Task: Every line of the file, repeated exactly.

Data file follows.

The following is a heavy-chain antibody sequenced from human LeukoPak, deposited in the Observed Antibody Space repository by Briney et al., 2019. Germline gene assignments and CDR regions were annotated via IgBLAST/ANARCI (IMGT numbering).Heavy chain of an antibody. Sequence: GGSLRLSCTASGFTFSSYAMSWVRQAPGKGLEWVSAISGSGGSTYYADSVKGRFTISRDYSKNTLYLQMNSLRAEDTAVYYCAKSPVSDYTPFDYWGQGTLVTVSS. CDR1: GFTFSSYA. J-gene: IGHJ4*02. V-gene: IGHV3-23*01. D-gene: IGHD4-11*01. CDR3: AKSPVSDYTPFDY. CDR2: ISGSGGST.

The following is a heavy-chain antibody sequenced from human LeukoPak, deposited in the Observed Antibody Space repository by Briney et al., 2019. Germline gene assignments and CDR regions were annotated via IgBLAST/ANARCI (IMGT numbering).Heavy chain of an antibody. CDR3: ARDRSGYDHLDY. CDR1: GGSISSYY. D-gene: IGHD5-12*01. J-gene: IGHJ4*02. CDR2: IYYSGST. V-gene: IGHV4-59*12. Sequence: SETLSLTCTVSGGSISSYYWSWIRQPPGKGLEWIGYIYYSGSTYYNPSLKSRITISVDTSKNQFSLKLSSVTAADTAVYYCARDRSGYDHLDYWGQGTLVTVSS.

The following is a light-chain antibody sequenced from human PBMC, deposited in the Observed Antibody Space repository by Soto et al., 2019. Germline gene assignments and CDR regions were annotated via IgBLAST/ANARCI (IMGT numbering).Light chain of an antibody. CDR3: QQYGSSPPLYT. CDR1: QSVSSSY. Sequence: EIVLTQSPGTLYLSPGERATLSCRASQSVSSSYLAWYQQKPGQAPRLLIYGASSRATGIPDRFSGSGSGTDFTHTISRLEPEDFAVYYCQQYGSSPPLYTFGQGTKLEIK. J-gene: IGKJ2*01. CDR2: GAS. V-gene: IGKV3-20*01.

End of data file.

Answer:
The following is a heavy-chain antibody sequenced from human LeukoPak, deposited in the Observed Antibody Space repository by Briney et al., 2019. Germline gene assignments and CDR regions were annotated via IgBLAST/ANARCI (IMGT numbering).Heavy chain of an antibody. Sequence: GGSLRLSCTASGFTFSSYAMSWVRQAPGKGLEWVSAISGSGGSTYYADSVKGRFTISRDYSKNTLYLQMNSLRAEDTAVYYCAKSPVSDYTPFDYWGQGTLVTVSS. CDR1: GFTFSSYA. J-gene: IGHJ4*02. V-gene: IGHV3-23*01. D-gene: IGHD4-11*01. CDR3: AKSPVSDYTPFDY. CDR2: ISGSGGST.

The following is a heavy-chain antibody sequenced from human LeukoPak, deposited in the Observed Antibody Space repository by Briney et al., 2019. Germline gene assignments and CDR regions were annotated via IgBLAST/ANARCI (IMGT numbering).Heavy chain of an antibody. CDR3: ARDRSGYDHLDY. CDR1: GGSISSYY. D-gene: IGHD5-12*01. J-gene: IGHJ4*02. CDR2: IYYSGST. V-gene: IGHV4-59*12. Sequence: SETLSLTCTVSGGSISSYYWSWIRQPPGKGLEWIGYIYYSGSTYYNPSLKSRITISVDTSKNQFSLKLSSVTAADTAVYYCARDRSGYDHLDYWGQGTLVTVSS.

The following is a light-chain antibody sequenced from human PBMC, deposited in the Observed Antibody Space repository by Soto et al., 2019. Germline gene assignments and CDR regions were annotated via IgBLAST/ANARCI (IMGT numbering).Light chain of an antibody. CDR3: QQYGSSPPLYT. CDR1: QSVSSSY. Sequence: EIVLTQSPGTLYLSPGERATLSCRASQSVSSSYLAWYQQKPGQAPRLLIYGASSRATGIPDRFSGSGSGTDFTHTISRLEPEDFAVYYCQQYGSSPPLYTFGQGTKLEIK. J-gene: IGKJ2*01. CDR2: GAS. V-gene: IGKV3-20*01.